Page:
To what extent, then, do the historical pieces engage with the emotional turn? Two chapters go back to the 18th century. Catriona Kelly has been researching emotional norms and their inculcation avant la lettre, and her chapter is based on research for her now almost classic 2001 study “Refining Russia”. In a comparable vein, Olga Glagoleva’s piece discusses the transformations and reinterpretation of the concept of honour among the post-Petrine Russian nobility.

Students of nationalism have long grappled to find methodologically sound explanations as to why the idea of nation took ground in some cases, and in others not. Against the backdrop of the recent interest in the culture of nationalism, Ronald Suny’s extensive chapter deals with the perspectives of including emotions into the agenda. His conclusion that Imperial Russia’s demise appears as the result of its failure to reshape itself as an emotionally binding community does, however, sound somewhat familiar. Vera Dubina focusses on the small world of boarding schools (seen, following Reddy, as emotional communities) to contrast the development of the curricula with the prevailing emotional regime among the inmates – boredom. Iulia Safonova deals with emotions in a politically extreme situation: her interesting chapter confronts norms with the individual quest for appropriate reaction. Finally, Mark Steinberg’s chapter extrapolates from smaller emotional communities and finds out pessimism and melancholy as a social mood across the classes in fin-de-siècle Russia.

Several contributions contextualise seemingly irrational emotional outbreaks during the 20th century. Igor Narskii’s and Iuliia Khmelevskaia’s inquiry into the plundering of wine stores as well as Robert Edelman’s piece on Spartak soccer fans emphasise the ecstatic qualities of these emotions. Irina Sorotkina sees the ecstasy even as indispensable for some Russian and non-Russian artists in the pursuit of Nietzsche’s Dionysian unity of body and spirit.

The final part of the book presents four studies linked to fear and violence. In their chapters Jan Plamper and Ekaterina Emeliantseva trace a surge of fear in military discourses both at the beginning and the end of the 20th century. They attribute this to changes in the historical context, be it modernisation, literary influences (Tolstoi) and the development of Russian military psychiatry in the first case, or the demise of the Soviet Union and with it the Soviet concepts of patriotism and virility in the second. It is probably this change of the acceptable in the longue durée which links them with Glennys Young’s inquiry into the Perestroika time discussions on the famous 1962 Novocherkassk events. She shows how historical emotions became important arguments in retrospective. Finally, Magali Delaloye’s analysis of the emotional management in Bukharin’s famous last exchange of letters with Stalin reconstructs contemporary concepts of masculinity.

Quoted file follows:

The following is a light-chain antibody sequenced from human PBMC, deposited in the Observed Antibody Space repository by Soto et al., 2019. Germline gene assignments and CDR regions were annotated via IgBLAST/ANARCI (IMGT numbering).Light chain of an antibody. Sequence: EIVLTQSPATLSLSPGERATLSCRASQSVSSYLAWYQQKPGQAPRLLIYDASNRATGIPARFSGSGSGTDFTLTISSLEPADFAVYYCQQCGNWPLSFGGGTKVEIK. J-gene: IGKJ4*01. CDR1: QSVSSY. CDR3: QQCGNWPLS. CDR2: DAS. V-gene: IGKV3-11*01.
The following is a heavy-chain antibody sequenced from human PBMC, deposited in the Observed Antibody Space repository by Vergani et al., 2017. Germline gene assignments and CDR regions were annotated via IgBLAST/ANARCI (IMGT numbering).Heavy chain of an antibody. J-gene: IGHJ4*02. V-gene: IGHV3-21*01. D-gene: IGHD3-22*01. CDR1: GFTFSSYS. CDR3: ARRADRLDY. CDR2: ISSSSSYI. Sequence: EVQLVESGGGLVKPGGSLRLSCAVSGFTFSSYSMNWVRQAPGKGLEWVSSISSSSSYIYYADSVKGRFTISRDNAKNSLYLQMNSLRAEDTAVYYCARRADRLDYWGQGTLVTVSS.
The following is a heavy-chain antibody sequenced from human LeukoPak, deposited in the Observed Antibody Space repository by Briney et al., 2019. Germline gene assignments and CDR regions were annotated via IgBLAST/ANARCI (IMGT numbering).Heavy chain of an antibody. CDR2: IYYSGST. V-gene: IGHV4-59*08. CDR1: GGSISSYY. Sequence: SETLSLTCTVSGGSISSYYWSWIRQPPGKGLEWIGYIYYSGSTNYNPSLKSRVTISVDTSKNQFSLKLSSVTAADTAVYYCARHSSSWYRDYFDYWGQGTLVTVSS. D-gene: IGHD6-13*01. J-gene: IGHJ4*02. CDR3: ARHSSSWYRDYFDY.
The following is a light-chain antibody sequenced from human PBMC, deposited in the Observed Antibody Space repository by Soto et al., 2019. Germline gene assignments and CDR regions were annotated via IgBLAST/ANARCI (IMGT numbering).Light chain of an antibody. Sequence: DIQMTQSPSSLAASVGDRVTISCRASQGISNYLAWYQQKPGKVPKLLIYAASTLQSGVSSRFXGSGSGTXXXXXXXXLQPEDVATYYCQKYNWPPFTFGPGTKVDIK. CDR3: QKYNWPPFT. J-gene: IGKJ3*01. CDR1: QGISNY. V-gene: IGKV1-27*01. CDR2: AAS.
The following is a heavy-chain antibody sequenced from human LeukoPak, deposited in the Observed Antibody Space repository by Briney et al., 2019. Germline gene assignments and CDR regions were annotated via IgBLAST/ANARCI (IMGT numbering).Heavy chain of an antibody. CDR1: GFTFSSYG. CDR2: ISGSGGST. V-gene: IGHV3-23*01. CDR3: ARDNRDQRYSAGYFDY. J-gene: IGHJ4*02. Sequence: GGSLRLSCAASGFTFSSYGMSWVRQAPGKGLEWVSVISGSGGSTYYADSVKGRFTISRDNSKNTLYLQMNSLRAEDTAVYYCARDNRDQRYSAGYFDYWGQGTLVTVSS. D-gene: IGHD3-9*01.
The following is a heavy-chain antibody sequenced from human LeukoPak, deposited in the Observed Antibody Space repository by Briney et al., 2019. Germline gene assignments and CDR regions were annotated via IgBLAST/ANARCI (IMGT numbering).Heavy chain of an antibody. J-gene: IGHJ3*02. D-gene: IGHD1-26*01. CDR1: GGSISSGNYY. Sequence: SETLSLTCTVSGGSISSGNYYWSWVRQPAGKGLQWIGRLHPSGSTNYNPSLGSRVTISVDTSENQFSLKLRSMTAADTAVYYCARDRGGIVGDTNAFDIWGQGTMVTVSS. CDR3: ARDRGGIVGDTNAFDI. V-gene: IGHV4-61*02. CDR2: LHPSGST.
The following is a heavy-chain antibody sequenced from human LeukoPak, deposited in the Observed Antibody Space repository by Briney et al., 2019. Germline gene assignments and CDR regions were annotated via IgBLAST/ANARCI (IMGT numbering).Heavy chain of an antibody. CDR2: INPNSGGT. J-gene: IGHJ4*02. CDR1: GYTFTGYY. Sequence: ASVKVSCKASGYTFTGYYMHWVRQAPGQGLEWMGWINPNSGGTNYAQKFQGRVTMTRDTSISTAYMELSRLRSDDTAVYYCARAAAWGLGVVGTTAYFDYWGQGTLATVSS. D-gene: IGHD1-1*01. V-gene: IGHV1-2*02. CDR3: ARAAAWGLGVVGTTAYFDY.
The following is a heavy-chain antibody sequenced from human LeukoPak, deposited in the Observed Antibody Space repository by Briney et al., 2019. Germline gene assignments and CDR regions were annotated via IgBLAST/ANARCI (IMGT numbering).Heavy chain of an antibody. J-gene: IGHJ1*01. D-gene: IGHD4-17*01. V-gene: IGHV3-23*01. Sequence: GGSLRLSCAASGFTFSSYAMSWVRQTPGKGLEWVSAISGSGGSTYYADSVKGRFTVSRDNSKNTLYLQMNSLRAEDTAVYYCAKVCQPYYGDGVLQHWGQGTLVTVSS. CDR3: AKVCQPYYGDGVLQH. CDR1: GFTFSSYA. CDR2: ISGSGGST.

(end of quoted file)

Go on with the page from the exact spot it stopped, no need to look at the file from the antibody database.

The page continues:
In sum, the volume vindicates Plamper’s rather cautious perspective as described above. With respect to Russian history, the book evaluates emotions as a topic and their careful historical and cultural contextualization. Beyond that, the contributions constitute adumbrations, rather than specific applications, of the methods of emotional history. Nonetheless, this volume convincingly demonstrates that the study of emotions in Russian history is a fertile ground, even if in terms of theory and methodology emotional history seems still in the making.

Christian Noack, Amsterdam

Zitierweise: Christian Noack über: Jan Plamper / Šamma Šachadat / Mark Ėli (Hg.): Rossijskaja imperija čuvstv: Podchody k kul’turnoj istorii ėmocij [Das russische Reich der Gefühle: Zugänge zu einer Kulturgeschichte der Emotionen]. Moskva: Novoe literaturnoe obozrenie, 2010. 512 S. Illustrationen, Anmerkungen, Bibliographie. = Novoe literaturnoe obozrenie. Naučnoe priloženie, 83. ISBN: 978-5-86793-785-0, http://www.dokumente.ios-regensburg.de/JGO/erev/Noack_Plamper_Imperija_cuvstv.html (Datum des Seitenbesuchs)